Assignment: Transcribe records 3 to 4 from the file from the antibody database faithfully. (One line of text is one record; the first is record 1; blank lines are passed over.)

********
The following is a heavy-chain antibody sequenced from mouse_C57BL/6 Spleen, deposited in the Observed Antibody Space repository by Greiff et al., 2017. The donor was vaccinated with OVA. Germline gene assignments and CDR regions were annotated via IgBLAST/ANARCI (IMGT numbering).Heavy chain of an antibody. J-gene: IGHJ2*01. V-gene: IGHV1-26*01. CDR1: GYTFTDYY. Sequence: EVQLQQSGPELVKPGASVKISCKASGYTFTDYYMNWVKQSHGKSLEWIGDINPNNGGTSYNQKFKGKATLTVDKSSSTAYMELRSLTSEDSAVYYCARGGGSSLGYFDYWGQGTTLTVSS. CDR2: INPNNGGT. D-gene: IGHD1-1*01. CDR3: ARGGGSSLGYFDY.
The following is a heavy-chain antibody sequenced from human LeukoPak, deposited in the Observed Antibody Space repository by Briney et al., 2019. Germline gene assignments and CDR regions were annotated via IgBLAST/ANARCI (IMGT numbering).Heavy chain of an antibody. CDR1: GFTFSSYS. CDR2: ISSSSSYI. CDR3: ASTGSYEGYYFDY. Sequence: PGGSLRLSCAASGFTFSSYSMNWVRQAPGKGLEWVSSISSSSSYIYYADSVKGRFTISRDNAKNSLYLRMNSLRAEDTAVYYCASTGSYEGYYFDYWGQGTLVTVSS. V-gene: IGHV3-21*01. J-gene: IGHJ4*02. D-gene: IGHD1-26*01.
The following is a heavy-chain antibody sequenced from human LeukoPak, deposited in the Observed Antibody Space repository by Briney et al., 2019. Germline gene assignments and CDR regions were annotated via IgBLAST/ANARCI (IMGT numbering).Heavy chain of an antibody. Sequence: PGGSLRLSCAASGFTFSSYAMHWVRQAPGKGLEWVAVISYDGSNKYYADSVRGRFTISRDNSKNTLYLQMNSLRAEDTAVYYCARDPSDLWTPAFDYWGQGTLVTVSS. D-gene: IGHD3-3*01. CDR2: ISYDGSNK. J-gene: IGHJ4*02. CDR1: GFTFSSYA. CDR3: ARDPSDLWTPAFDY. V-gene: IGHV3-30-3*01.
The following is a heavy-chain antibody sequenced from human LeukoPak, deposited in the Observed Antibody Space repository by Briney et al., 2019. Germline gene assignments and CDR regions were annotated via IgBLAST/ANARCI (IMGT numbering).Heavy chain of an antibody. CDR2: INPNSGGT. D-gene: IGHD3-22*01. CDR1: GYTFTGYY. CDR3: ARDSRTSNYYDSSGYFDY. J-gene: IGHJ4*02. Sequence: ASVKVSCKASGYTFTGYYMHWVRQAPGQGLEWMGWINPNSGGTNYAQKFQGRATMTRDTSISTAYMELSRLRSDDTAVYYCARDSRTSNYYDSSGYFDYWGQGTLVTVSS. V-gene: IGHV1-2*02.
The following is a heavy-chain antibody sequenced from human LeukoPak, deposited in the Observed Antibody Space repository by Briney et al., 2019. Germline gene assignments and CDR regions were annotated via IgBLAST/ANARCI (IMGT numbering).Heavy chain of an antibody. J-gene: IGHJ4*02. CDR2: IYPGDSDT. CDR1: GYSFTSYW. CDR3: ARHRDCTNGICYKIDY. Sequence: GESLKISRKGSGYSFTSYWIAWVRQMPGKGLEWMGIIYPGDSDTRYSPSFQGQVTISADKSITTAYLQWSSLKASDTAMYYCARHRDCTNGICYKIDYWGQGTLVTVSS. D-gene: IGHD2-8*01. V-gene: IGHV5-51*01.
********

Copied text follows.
The following is a heavy-chain antibody sequenced from human LeukoPak, deposited in the Observed Antibody Space repository by Briney et al., 2019. Germline gene assignments and CDR regions were annotated via IgBLAST/ANARCI (IMGT numbering).Heavy chain of an antibody. Sequence: PGGSLRLSCAASGFTFSSYAMHWVRQAPGKGLEWVAVISYDGSNKYYADSVRGRFTISRDNSKNTLYLQMNSLRAEDTAVYYCARDPSDLWTPAFDYWGQGTLVTVSS. D-gene: IGHD3-3*01. CDR2: ISYDGSNK. J-gene: IGHJ4*02. CDR1: GFTFSSYA. CDR3: ARDPSDLWTPAFDY. V-gene: IGHV3-30-3*01.
The following is a heavy-chain antibody sequenced from human LeukoPak, deposited in the Observed Antibody Space repository by Briney et al., 2019. Germline gene assignments and CDR regions were annotated via IgBLAST/ANARCI (IMGT numbering).Heavy chain of an antibody. CDR2: INPNSGGT. D-gene: IGHD3-22*01. CDR1: GYTFTGYY. CDR3: ARDSRTSNYYDSSGYFDY. J-gene: IGHJ4*02. Sequence: ASVKVSCKASGYTFTGYYMHWVRQAPGQGLEWMGWINPNSGGTNYAQKFQGRATMTRDTSISTAYMELSRLRSDDTAVYYCARDSRTSNYYDSSGYFDYWGQGTLVTVSS. V-gene: IGHV1-2*02.